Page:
Production designer John Shaffner was nominated for his first Emmy helping David Copperfield escape from Alcatraz (yes, he knows the illusionist's secrets; no, he won't give them up). He is responsible for Golden Girls' distinctive orange floral sofa, and modeled the look of the New York apartment in Friends after his own one-time Manhattan abode.
Before all that, he started out in New York theater and then in TV, where he first worked for variety legend Bob Banner (The Carol Burnett Show) and radio DJ-turned-producer Sam Riddle. He worked with them on, among other things, Star Search, for which Shaffner came up with the name (the pilot's title was Talent Challenge).
Few people, in fact, have had a hand in as much landmark TV as Shaffner. But he insists the important thing to know about working in television is actually the converse: How many different hands it takes to make great TV.
“One of the things that attracted me when I was younger to the theater was the sense of community, but also the collaborative process with many people who bring different kinds of talents to the process,” he says. “The challenge of how to make all these puzzle pieces come together was always ultimately my incentive to go into show business and to go into production design.”
The mosaic of people who play different roles in the TV industry also motivated him to get involved in the Academy of Television Arts & Sciences (ATAS). He's now chairman and CEO.
“Los Angeles is a really big city and if you don't have a lot of family in town, there's something kind of neat about the community of people who work in television,” he says.
Prior to his installation as chairman-CEO in January, Shaffner was involved for years in a variety of positions with ATAS, which administers the Primetime Emmy Awards. He ran unopposed last year for the top job, which is voluntary, largely with a goal to continue his work enhancing “existing programs and build new ones that speak about and to our community of TV makers.”
The first thing he did along those lines was to get The Television Academy Honors rolling. The program is now an annual recognition of TV programs that best present societal concerns, according to ATAS, “in a compelling, emotional and insightful way.” The academy held a ceremony in May to honor nine recipients.
It seems that if ever there were a TV academy chairman who saw it as a calling, it's Shaffner. “I was president of the drama club in high school,” he says. “Sometimes you can't help yourself, once you do that kind of thing. I was never heavy duty into school politics per se, but into organizations that benefitted people who worked in that sort of business.”
Shaffner also emits a sort of reverence for TV. “Storytelling is an important part of our culture because this is what goes on from this generation about the last generation,” he explains. “We depend on the storytelling. If you want to look back into the '50s and you're curious about what life was like, you watch an old movie now or you watch I Love Lucy. To watch an episode of I Love Lucy is to see the style of language and work clothing and interior decoration and what was on people's minds, and the simplistic but charming view of the roles that men and women played in that time.”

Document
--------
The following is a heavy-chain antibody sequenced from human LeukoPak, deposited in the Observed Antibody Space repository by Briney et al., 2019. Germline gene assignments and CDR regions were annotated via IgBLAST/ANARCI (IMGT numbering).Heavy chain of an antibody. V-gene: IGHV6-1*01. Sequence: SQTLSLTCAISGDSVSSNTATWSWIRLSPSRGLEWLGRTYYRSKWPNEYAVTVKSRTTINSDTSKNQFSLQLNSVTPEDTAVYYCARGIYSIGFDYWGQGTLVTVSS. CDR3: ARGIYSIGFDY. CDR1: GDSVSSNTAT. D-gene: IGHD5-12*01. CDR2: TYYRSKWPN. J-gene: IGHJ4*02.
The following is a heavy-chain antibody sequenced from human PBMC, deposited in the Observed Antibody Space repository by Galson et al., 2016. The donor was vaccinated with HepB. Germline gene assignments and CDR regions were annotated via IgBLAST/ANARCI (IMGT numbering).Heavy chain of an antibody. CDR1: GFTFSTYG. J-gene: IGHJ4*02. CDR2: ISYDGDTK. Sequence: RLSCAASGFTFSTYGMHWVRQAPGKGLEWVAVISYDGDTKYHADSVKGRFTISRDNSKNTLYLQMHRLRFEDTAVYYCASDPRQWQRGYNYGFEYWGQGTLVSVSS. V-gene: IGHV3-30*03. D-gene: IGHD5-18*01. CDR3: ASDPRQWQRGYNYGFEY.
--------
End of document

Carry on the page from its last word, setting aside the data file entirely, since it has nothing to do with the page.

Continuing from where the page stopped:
Performing arts are in Shaffner's blood. His mother started community theaters and also did stage-based tours of food and nutrition product demonstrations along the Eastern Seaboard; after World War II, she worked in the station business in Cleveland. And the arts were a big part of his Missoula, Mont., upbringing, he adds.
In addition to being chairman-CEO of ATAS, Shaffner along with Joe Stewart, his partner in design firm Shaffner/Stewart, provided the production design on the Primetime Emmy Awards this year for the fourth time. They've done it the previous two years and also about a decade ago.
Some of the content of the 2008 show last month didn't come off as well as hoped. Critics panned the reality hosts' opening in particular, but from a design perspective, it worked out, Stewart says.
“There was a lot of flap about the hosts. From my point of view, scenically and everything, it was a delightful experience. The set went up on time, came in on budget and shot well. I enjoy big shows. You get to work with so many people.”
If Shaffner and Stewart sound like they are in sync with their appreciation for teamwork, it is for good reason: They've also been partners personally for 33 years. As Stewart says, he is Shaffner's “partner-partner.” The duo met in 1975 while working on a computer project at Carnegie Mellon. “We just said, 'This is it, let's team up for life,'” Shaffner says.
They founded Shaffner/Stewart in 1987, and the company always has several projects going on at once. The duo has won four Primetime Emmys, among other awards. Shaffner has not slowed down since taking on the bigger role at ATAS, Stewart says: “John's role with the academy is like another project, just a really long-term one.”
Stewart says their success is pretty simple: “We tend to have very good conversations and listen to what the other one says.” Stewart says Shaffner has “all of the attributes of a good Boy Scout.”
Now that California has legalized same-sex marriage, Shaffner and Stewart are considering planning another production: a wedding. But says Shaffner, after more than three decades together, “That would be sort of anticlimactic, wouldn't it?”
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